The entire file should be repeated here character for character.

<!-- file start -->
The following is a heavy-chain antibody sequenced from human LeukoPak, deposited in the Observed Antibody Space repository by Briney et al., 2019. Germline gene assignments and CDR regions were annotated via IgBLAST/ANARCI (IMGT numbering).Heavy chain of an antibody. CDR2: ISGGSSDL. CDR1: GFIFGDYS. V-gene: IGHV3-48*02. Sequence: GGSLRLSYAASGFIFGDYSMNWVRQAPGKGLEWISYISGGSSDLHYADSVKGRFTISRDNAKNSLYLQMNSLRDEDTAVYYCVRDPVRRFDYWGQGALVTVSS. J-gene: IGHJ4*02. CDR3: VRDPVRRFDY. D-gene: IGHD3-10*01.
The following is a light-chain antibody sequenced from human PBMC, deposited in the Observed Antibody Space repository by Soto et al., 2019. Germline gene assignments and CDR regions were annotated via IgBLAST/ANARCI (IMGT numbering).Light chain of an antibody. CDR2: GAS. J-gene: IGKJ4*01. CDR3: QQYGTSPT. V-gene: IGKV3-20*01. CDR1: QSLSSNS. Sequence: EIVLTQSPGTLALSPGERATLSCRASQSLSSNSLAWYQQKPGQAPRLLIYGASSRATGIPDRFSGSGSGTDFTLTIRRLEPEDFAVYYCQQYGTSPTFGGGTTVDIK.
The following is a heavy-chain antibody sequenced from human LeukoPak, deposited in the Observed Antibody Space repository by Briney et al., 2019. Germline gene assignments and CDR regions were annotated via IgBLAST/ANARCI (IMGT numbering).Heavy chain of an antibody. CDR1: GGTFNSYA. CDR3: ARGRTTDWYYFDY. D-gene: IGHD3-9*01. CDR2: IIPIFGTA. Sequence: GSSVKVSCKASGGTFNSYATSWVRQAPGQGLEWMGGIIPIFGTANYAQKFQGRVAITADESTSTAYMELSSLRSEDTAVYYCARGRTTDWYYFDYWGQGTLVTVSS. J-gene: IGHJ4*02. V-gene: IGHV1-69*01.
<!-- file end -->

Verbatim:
The following is a heavy-chain antibody sequenced from human LeukoPak, deposited in the Observed Antibody Space repository by Briney et al., 2019. Germline gene assignments and CDR regions were annotated via IgBLAST/ANARCI (IMGT numbering).Heavy chain of an antibody. CDR2: ISGGSSDL. CDR1: GFIFGDYS. V-gene: IGHV3-48*02. Sequence: GGSLRLSYAASGFIFGDYSMNWVRQAPGKGLEWISYISGGSSDLHYADSVKGRFTISRDNAKNSLYLQMNSLRDEDTAVYYCVRDPVRRFDYWGQGALVTVSS. J-gene: IGHJ4*02. CDR3: VRDPVRRFDY. D-gene: IGHD3-10*01.
The following is a light-chain antibody sequenced from human PBMC, deposited in the Observed Antibody Space repository by Soto et al., 2019. Germline gene assignments and CDR regions were annotated via IgBLAST/ANARCI (IMGT numbering).Light chain of an antibody. CDR2: GAS. J-gene: IGKJ4*01. CDR3: QQYGTSPT. V-gene: IGKV3-20*01. CDR1: QSLSSNS. Sequence: EIVLTQSPGTLALSPGERATLSCRASQSLSSNSLAWYQQKPGQAPRLLIYGASSRATGIPDRFSGSGSGTDFTLTIRRLEPEDFAVYYCQQYGTSPTFGGGTTVDIK.
The following is a heavy-chain antibody sequenced from human LeukoPak, deposited in the Observed Antibody Space repository by Briney et al., 2019. Germline gene assignments and CDR regions were annotated via IgBLAST/ANARCI (IMGT numbering).Heavy chain of an antibody. CDR1: GGTFNSYA. CDR3: ARGRTTDWYYFDY. D-gene: IGHD3-9*01. CDR2: IIPIFGTA. Sequence: GSSVKVSCKASGGTFNSYATSWVRQAPGQGLEWMGGIIPIFGTANYAQKFQGRVAITADESTSTAYMELSSLRSEDTAVYYCARGRTTDWYYFDYWGQGTLVTVSS. J-gene: IGHJ4*02. V-gene: IGHV1-69*01.